In 2015 there has been no shortage of Air Jordan Retro releases. Currently two-thirds of the way thru September, there has been a handful of Air Jordan XI Lows that have came out, with another dropping on the Saturday. Looking at the two versions of the low top Jordan 11 that have been retro’d, even the most casual sneakerhead would notice the differences. One has patent leather like the full-height version that comes to mind when nicknames like ‘Space Jam’ & ‘Cool Grey’ are said, while the I.E. version features a redesigned upper constructed from a leather/mesh upper. The sole unit is the exact same for both.
After its original release, the Air Jordan 11 Low I.E. has been given the Retro treatment in 2003, 2007, 2011, and in present-day 2015. With all these reissues of both new and OG colorways, it should be safe to assume that most of the shoe’s nuances would have been uncovered, but that isn’t the case. If anything, during this time information age of having access to nearly all parts of the earth, the lesser-known facts about sneakers have gotten more convoluted due to the large amount of misinformation online. Which is why for this feature, I am hoping to make sense of the IE label on the Air Jordan 11 Low once and for all.
First seen on Michael Jordan’s feet against 1995-96 during the NBA Playoffs (the same year the Chicago Bulls went 72-10), this was the first time since the AJI & AJII that a second silhouette height option of MJ’s signature shoe was made available. Once it was made clear that Sir Altitude was “all in” when it came to the Air Jordan 11 Low, Nike Inc wasted no time pumping out different colorways for him to wear.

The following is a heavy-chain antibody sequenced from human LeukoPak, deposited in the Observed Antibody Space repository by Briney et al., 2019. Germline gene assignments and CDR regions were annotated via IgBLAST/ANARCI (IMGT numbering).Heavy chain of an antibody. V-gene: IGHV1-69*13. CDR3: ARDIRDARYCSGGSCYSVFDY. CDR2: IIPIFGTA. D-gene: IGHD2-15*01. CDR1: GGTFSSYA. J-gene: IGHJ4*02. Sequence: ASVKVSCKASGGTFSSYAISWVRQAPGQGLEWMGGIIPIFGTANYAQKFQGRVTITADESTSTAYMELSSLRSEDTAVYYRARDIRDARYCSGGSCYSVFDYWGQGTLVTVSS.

That proved to be the right move as Michael was seen in more colorways of the height-reduced fan-favorite Air Jordan than you could count on one hand. While that isn’t saying much with the current climate of retro releases considering at least one Air Jordan has come out a week since 2015 started, the fact that MJ had so many options and switched them up often in 1995 speaks to the magnitude of impact the Jordan 11 has. Whether dropping buckets during the NBA Finals or accepting the MVP award, Jordan wore the Jordan 11 Low a lot.
When the Air Jordan 11 originally debuted during the 1995-96 season, sneaker box labels didn’t yet have the Jordan number printed on. Every season when it came time for Michael Jordan to get the latest sneaker in his line, the box read “Air-Jordan”. It wasn’t until five years later in 2000 when the Air Jordan XV first came out that the silhouette number was seen.